Far From Home

 

Street Child – continuing the tale – Far From Home

WHY?

Since Street Child was published in 2009 it has sold thousands of copies in its two HarperCollins editions. I have received thousands of letters from children – mostly in class bundles from schools, who, by lucky chance, are studying the Victorians. By far the most commonly asked question has been: Will you write a sequel? For years my answer has always been the same, you write the sequel. It’s in your head! The next most frequently asked question is: what happened to Emily and Lizzie? My response to that has always been that although Jim Jarvis was based on a real child, I've no idea whether he had sisters or not. They’re completely made up, as are most of the other characters. And I turn the question round – what do you think happened to them? Children send me their ideas, and they are so imaginative and so varied that I then say, well, you see, I would never be able to get a sequel right for everybody!

But then came a suggestion from HarperCollins that I might consider writing a companion book to Street Child. To my surprise, I responded immediately that I would love to do that, and that I would like to write about Emily and Lizzie. After all this time!

Mill childrenI decided not to start Far From Home from the point where Street Child ended, but to go back almost to the beginning, to the point where Emily and Lizzie are left behind by their dying mother. I felt I needed to get the girls away from London and put them into a new environment, and so as soon as possible I packed them into a wagon and sent them up north, to a valley very like the one where I live now. I called it Bleakdale. I found them work in a cotton mill, and waited to see what might happen to them.

I then embarked on my reading research. I was searching for accounts of working conditions in 19th century mills and came across a book called A Memoir of Robert Blincoe, written in 1832. It was an account of a man who had worked in mills since childhood. His story was written up for him by John Brown and there is no knowing whether the accounts of Blincoe or the retelling were strictly accurate, but it gave me many clues about the harshness of the living and working conditions of children during the Industrial Revolution, and of the cruelty of many mill-owners and overseers. If Blincoe’s accounts are true, and there’s no reason to believe that they aren’t, then many workers, particularly women and children, were treated as slaves, fettered to the mill-owner for years and with no hope of release or betterment. Although Far From Home is set some years later, and many reforms had been created by then, it is likely that they were only gradually and perhaps rarely fully implemented, especially in rural areas.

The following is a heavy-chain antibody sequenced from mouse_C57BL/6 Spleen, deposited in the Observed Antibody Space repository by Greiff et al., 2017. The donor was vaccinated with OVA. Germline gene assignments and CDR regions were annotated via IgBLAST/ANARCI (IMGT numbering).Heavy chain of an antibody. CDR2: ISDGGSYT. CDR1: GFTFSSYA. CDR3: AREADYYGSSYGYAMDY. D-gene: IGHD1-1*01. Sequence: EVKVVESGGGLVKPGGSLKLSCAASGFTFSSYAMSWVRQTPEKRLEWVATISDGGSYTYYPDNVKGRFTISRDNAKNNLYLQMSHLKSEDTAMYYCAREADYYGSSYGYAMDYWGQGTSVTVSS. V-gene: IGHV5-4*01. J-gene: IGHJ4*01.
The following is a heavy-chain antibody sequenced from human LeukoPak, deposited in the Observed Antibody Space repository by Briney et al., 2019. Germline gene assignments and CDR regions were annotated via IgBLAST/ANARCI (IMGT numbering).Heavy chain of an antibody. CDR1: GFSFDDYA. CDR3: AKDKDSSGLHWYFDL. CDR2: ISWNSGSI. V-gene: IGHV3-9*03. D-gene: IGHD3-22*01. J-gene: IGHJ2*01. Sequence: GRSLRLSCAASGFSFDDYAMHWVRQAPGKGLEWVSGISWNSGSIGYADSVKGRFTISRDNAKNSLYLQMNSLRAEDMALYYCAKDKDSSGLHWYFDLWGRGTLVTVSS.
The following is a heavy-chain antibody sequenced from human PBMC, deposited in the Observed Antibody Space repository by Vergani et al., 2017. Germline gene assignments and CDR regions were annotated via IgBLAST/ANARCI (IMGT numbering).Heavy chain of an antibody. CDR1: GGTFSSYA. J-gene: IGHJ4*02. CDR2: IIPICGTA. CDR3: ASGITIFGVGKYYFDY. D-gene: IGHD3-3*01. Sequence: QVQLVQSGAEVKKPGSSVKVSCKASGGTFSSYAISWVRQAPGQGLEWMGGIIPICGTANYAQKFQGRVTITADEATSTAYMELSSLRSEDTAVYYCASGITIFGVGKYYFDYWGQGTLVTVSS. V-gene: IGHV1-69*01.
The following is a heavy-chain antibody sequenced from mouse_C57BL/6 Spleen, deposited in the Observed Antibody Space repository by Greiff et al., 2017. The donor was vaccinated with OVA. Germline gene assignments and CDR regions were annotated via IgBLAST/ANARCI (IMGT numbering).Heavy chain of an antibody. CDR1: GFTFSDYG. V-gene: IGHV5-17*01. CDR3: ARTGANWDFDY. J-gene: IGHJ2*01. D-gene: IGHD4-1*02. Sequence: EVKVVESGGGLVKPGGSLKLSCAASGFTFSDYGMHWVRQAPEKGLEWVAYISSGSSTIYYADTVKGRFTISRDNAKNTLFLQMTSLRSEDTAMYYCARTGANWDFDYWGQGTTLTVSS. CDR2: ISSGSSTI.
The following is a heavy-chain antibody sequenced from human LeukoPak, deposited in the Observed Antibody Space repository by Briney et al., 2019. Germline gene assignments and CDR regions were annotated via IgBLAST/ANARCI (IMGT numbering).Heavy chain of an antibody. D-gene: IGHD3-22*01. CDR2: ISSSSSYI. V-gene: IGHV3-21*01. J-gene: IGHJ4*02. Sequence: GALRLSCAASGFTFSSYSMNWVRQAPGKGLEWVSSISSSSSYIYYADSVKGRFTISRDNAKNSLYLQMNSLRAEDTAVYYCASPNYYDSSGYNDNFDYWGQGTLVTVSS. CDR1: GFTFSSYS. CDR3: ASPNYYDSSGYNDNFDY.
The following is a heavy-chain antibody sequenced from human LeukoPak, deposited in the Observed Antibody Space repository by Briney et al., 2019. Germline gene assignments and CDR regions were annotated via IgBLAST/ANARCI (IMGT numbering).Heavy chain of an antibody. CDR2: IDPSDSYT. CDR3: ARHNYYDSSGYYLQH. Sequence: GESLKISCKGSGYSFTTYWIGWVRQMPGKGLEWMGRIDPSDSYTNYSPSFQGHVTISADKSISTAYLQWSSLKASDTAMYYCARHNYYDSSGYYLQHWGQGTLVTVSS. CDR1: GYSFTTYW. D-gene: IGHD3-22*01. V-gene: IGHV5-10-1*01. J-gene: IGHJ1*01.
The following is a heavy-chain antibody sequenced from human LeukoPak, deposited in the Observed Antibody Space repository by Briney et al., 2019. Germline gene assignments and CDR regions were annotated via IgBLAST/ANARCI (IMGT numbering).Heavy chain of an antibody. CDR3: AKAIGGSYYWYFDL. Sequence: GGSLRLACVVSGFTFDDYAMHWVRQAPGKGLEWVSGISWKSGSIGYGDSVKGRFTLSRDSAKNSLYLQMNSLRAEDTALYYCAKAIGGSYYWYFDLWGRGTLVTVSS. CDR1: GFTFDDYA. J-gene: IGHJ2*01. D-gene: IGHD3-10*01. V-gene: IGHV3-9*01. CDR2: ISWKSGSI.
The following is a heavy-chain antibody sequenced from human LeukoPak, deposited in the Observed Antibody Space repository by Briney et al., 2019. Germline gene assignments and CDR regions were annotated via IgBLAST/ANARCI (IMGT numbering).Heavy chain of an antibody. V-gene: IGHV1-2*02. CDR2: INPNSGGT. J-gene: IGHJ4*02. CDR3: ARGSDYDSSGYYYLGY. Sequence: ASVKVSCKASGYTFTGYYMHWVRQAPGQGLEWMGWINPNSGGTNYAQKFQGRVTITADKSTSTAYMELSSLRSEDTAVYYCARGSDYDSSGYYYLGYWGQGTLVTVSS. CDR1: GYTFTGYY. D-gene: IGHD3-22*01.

Apprentice bedroom, Quarry Bank Mill, Styal, Cheshire
Photo: apprentice bedroom at Quarry Bank Mill.

When I came across references to Jim Jarvis, my heart went out to the plight of destitute children and I felt I had to write Street Child. It was the same when I came across Robert Blincoe and the unbearable situation of labouring children. I knew that in Far From Home I had a difficult and painful story to write.

I live in a seven mile valley, and half way down it is a now converted cotton mill. When I first came here local people would tell me their memories of workers coming over the hill from the neighbouring village, running down the steep tracks with their lanterns held high. Most valleys in this area and throughout Yorkshire and Lancashire had a mill, and many of them still remain and have been converted to residences. Some, however, are still working. I took my references from several of these, and learnt about the different kinds of machinery by visiting working and educational mills such as the one at Cromford in Derbyshire. I based the apprentice house in Bleakdale on the one at Quarry Bank Mill in Styal, Cheshire.

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